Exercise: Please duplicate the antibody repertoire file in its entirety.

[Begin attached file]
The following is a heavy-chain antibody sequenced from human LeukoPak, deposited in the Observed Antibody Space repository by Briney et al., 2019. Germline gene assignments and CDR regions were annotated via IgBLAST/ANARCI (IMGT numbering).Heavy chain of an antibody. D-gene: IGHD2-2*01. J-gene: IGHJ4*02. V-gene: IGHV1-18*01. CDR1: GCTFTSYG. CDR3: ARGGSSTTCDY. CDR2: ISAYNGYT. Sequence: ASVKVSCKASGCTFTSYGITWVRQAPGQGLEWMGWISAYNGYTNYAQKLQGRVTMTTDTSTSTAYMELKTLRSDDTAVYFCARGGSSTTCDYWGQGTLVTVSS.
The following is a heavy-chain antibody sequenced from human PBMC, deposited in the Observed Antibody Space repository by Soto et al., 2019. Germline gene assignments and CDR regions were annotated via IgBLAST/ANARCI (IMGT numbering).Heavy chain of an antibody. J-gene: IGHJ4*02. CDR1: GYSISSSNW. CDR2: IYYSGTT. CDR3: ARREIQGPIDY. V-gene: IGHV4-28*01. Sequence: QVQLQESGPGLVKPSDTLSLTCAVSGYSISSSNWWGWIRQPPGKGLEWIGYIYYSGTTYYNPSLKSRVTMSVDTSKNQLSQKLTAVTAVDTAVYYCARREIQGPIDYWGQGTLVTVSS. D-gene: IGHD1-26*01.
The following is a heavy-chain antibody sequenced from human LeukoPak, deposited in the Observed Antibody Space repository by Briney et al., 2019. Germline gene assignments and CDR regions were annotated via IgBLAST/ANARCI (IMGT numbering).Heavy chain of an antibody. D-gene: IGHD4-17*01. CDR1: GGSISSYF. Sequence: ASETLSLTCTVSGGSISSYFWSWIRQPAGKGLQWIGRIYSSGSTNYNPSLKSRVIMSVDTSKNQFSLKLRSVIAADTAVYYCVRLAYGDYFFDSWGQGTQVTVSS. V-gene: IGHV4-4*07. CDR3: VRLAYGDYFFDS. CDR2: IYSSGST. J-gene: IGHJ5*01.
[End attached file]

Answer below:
The following is a heavy-chain antibody sequenced from human LeukoPak, deposited in the Observed Antibody Space repository by Briney et al., 2019. Germline gene assignments and CDR regions were annotated via IgBLAST/ANARCI (IMGT numbering).Heavy chain of an antibody. D-gene: IGHD2-2*01. J-gene: IGHJ4*02. V-gene: IGHV1-18*01. CDR1: GCTFTSYG. CDR3: ARGGSSTTCDY. CDR2: ISAYNGYT. Sequence: ASVKVSCKASGCTFTSYGITWVRQAPGQGLEWMGWISAYNGYTNYAQKLQGRVTMTTDTSTSTAYMELKTLRSDDTAVYFCARGGSSTTCDYWGQGTLVTVSS.
The following is a heavy-chain antibody sequenced from human PBMC, deposited in the Observed Antibody Space repository by Soto et al., 2019. Germline gene assignments and CDR regions were annotated via IgBLAST/ANARCI (IMGT numbering).Heavy chain of an antibody. J-gene: IGHJ4*02. CDR1: GYSISSSNW. CDR2: IYYSGTT. CDR3: ARREIQGPIDY. V-gene: IGHV4-28*01. Sequence: QVQLQESGPGLVKPSDTLSLTCAVSGYSISSSNWWGWIRQPPGKGLEWIGYIYYSGTTYYNPSLKSRVTMSVDTSKNQLSQKLTAVTAVDTAVYYCARREIQGPIDYWGQGTLVTVSS. D-gene: IGHD1-26*01.
The following is a heavy-chain antibody sequenced from human LeukoPak, deposited in the Observed Antibody Space repository by Briney et al., 2019. Germline gene assignments and CDR regions were annotated via IgBLAST/ANARCI (IMGT numbering).Heavy chain of an antibody. D-gene: IGHD4-17*01. CDR1: GGSISSYF. Sequence: ASETLSLTCTVSGGSISSYFWSWIRQPAGKGLQWIGRIYSSGSTNYNPSLKSRVIMSVDTSKNQFSLKLRSVIAADTAVYYCVRLAYGDYFFDSWGQGTQVTVSS. V-gene: IGHV4-4*07. CDR3: VRLAYGDYFFDS. CDR2: IYSSGST. J-gene: IGHJ5*01.